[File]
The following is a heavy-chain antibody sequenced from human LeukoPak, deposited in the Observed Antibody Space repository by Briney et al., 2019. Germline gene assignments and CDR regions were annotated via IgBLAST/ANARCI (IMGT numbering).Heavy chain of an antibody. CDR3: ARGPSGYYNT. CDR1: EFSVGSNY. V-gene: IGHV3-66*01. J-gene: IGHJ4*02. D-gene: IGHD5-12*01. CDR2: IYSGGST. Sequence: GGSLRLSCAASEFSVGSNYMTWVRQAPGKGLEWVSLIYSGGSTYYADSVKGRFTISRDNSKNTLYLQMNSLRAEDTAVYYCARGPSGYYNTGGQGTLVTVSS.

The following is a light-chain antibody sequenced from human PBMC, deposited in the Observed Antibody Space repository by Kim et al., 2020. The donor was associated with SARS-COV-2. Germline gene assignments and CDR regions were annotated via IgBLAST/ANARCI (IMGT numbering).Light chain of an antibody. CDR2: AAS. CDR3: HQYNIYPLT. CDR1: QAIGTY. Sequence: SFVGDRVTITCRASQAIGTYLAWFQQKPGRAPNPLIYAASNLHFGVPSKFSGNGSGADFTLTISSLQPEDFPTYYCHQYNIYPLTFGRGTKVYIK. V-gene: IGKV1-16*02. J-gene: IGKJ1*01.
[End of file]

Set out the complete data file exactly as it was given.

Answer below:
The following is a heavy-chain antibody sequenced from human LeukoPak, deposited in the Observed Antibody Space repository by Briney et al., 2019. Germline gene assignments and CDR regions were annotated via IgBLAST/ANARCI (IMGT numbering).Heavy chain of an antibody. CDR3: ARGPSGYYNT. CDR1: EFSVGSNY. V-gene: IGHV3-66*01. J-gene: IGHJ4*02. D-gene: IGHD5-12*01. CDR2: IYSGGST. Sequence: GGSLRLSCAASEFSVGSNYMTWVRQAPGKGLEWVSLIYSGGSTYYADSVKGRFTISRDNSKNTLYLQMNSLRAEDTAVYYCARGPSGYYNTGGQGTLVTVSS.

The following is a light-chain antibody sequenced from human PBMC, deposited in the Observed Antibody Space repository by Kim et al., 2020. The donor was associated with SARS-COV-2. Germline gene assignments and CDR regions were annotated via IgBLAST/ANARCI (IMGT numbering).Light chain of an antibody. CDR2: AAS. CDR3: HQYNIYPLT. CDR1: QAIGTY. Sequence: SFVGDRVTITCRASQAIGTYLAWFQQKPGRAPNPLIYAASNLHFGVPSKFSGNGSGADFTLTISSLQPEDFPTYYCHQYNIYPLTFGRGTKVYIK. V-gene: IGKV1-16*02. J-gene: IGKJ1*01.